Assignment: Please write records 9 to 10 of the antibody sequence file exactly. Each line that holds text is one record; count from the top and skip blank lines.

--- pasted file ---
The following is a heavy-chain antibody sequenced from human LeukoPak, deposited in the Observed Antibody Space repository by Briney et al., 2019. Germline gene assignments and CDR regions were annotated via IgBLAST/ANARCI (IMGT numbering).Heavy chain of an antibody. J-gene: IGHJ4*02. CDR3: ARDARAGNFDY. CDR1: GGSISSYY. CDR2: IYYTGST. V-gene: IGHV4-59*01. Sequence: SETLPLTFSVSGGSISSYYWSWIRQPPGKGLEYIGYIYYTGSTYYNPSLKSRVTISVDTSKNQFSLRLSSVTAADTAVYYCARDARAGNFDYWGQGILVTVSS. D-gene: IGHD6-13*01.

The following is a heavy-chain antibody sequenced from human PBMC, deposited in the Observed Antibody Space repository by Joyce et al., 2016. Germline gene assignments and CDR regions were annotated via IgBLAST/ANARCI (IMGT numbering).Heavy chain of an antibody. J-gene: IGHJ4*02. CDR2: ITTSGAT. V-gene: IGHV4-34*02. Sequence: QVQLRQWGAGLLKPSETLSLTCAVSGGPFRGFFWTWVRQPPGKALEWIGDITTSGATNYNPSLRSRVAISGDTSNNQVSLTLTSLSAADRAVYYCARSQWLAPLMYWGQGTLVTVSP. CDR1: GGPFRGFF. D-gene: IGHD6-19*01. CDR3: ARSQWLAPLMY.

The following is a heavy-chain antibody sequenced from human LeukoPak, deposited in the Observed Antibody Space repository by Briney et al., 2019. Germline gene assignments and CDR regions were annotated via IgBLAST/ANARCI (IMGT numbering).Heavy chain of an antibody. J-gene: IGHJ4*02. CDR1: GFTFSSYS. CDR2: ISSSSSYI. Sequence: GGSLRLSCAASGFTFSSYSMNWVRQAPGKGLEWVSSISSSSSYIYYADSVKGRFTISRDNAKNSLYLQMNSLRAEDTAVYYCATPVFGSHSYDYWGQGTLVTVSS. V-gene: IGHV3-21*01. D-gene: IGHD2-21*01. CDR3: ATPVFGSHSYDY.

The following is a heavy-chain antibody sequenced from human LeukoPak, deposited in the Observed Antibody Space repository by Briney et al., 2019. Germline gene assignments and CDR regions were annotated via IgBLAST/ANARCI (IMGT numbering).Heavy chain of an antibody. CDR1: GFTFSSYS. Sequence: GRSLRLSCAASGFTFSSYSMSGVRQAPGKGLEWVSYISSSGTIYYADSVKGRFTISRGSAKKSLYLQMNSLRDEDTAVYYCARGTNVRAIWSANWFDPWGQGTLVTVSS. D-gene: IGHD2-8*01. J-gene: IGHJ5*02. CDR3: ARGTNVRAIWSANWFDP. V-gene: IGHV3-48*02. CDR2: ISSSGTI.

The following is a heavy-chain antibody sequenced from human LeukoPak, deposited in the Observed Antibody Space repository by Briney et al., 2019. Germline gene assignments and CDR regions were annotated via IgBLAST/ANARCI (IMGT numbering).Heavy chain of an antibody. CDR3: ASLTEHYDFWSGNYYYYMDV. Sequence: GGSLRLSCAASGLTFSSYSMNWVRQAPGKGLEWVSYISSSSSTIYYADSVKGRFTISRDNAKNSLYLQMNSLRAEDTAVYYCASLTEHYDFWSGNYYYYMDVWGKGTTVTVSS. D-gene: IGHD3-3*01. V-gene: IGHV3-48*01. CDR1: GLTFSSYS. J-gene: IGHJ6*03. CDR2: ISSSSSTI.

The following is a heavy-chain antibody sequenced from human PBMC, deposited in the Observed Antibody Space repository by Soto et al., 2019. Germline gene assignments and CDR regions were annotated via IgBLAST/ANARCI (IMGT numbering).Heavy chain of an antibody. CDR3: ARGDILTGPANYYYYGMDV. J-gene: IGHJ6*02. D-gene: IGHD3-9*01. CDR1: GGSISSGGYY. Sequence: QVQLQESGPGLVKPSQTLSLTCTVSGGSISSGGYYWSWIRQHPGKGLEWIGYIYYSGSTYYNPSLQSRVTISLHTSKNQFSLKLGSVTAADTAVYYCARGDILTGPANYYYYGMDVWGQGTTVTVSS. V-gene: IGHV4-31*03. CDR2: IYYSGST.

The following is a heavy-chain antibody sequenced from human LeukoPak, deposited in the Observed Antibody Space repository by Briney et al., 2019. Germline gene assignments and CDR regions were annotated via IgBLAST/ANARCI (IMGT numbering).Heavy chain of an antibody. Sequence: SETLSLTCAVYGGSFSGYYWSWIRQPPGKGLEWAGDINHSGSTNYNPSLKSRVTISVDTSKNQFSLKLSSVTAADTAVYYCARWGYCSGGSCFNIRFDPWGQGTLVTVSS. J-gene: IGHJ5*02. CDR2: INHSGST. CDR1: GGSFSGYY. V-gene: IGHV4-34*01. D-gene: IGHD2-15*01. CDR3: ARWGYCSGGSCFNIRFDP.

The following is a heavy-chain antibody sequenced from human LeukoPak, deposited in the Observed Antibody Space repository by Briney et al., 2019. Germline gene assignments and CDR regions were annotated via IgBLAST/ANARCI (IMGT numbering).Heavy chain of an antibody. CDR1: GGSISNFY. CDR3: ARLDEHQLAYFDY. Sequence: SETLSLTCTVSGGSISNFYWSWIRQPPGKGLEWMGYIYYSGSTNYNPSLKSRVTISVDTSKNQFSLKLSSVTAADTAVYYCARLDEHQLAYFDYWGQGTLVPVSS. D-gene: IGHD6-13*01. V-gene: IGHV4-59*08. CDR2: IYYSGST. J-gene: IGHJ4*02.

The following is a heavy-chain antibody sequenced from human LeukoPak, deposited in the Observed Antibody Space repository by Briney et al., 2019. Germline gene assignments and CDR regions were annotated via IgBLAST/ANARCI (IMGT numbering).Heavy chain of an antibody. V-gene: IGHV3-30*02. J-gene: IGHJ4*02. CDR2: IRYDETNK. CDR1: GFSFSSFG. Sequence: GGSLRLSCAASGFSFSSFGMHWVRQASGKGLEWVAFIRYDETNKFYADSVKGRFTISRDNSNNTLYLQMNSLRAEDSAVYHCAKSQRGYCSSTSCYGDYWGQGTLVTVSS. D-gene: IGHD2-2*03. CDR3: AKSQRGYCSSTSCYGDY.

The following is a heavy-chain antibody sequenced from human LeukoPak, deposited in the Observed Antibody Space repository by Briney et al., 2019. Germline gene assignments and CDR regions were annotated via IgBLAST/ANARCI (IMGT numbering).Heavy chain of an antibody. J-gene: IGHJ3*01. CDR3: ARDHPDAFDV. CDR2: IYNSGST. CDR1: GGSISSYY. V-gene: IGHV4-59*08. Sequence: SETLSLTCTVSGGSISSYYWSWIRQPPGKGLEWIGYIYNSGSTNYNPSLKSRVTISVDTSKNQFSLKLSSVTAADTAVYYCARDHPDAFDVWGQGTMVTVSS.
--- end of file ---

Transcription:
The following is a heavy-chain antibody sequenced from human LeukoPak, deposited in the Observed Antibody Space repository by Briney et al., 2019. Germline gene assignments and CDR regions were annotated via IgBLAST/ANARCI (IMGT numbering).Heavy chain of an antibody. V-gene: IGHV3-30*02. J-gene: IGHJ4*02. CDR2: IRYDETNK. CDR1: GFSFSSFG. Sequence: GGSLRLSCAASGFSFSSFGMHWVRQASGKGLEWVAFIRYDETNKFYADSVKGRFTISRDNSNNTLYLQMNSLRAEDSAVYHCAKSQRGYCSSTSCYGDYWGQGTLVTVSS. D-gene: IGHD2-2*03. CDR3: AKSQRGYCSSTSCYGDY.

The following is a heavy-chain antibody sequenced from human LeukoPak, deposited in the Observed Antibody Space repository by Briney et al., 2019. Germline gene assignments and CDR regions were annotated via IgBLAST/ANARCI (IMGT numbering).Heavy chain of an antibody. J-gene: IGHJ3*01. CDR3: ARDHPDAFDV. CDR2: IYNSGST. CDR1: GGSISSYY. V-gene: IGHV4-59*08. Sequence: SETLSLTCTVSGGSISSYYWSWIRQPPGKGLEWIGYIYNSGSTNYNPSLKSRVTISVDTSKNQFSLKLSSVTAADTAVYYCARDHPDAFDVWGQGTMVTVSS.